In Ask the Leyland Brothers, adventurers Mike and Mal Leyland travelled to different parts of Australia to make short documentary segments. Every story was a response to letters from viewers asking the Leyland Brothers to cover a particular person, place or subject.
After early success with documentaries covering their travels along the Darling River (in Down the Darling, 1963) and across Australia (in Wheels Across the Wilderness, 1967), the brothers transformed themselves into a brand, complete with T-shirts, a catchy theme song and eventually, in the early 90s, a Sunshine Coast theme park called ‘Leyland Brothers World’.
The theme park turned out to be an unhappy swan song, sending the pair bankrupt. At their peak, however, Ask the Leyland Brothers was watched by around 2.5 million viewers a week.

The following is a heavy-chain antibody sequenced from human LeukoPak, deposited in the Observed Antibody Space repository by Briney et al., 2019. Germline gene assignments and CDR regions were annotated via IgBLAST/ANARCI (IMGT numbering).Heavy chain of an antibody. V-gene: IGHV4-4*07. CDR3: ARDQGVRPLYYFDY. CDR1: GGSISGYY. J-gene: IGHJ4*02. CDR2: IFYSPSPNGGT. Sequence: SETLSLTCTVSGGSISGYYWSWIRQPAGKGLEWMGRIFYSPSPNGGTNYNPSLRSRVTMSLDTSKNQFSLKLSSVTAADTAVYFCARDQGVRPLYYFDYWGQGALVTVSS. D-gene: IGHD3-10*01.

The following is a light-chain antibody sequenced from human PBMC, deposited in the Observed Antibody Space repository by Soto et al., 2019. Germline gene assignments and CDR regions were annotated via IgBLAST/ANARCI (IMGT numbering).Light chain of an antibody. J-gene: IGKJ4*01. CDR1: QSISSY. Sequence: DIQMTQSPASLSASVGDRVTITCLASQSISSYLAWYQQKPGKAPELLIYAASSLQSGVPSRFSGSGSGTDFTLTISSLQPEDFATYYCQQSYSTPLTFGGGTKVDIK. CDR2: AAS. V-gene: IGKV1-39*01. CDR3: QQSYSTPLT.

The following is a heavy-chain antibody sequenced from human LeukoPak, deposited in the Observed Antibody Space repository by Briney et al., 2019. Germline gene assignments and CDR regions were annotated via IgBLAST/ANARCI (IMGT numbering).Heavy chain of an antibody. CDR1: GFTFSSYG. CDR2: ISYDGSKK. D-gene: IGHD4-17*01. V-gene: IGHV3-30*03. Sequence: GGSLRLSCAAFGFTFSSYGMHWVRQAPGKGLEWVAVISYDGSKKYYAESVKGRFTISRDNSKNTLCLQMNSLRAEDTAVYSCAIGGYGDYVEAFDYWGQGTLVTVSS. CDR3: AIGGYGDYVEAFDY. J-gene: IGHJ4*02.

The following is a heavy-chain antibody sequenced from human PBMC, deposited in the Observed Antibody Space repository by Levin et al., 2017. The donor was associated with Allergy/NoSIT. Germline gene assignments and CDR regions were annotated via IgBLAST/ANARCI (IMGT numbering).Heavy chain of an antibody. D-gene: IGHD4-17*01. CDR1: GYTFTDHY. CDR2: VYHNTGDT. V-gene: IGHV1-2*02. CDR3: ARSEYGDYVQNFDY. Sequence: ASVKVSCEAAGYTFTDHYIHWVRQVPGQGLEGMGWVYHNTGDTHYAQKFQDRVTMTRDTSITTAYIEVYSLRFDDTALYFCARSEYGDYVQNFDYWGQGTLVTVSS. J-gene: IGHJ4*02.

Mike and Mal and their wives Pat and Laraine jointly fill the roles of presenters, camera and sound crew. There are never more than two of these four on screen at one time – one presumes that the others must be running the equipment.
The remaining team members were in post-production: video editor Mike Newling and soundtrack artist Horrie Dargie. The feel was of a particularly well-executed home movie.
While Ask the Leyland Brothers appears entertainingly dated several decades later, its lo-fi qualities were not typical of television shows of its time, either. Channel 9 had specifically asked the brothers not to make the series too slick and liked its amateur ‘home movie’ quality.
The Leyland Brothers were followed by an ever-burgeoning number of intrepid explorers, like Alby Mangels and Steve Irwin, and the show’s format has something in common with later magazine-style travel shows, whose episodes consist of several short segments on different subjects.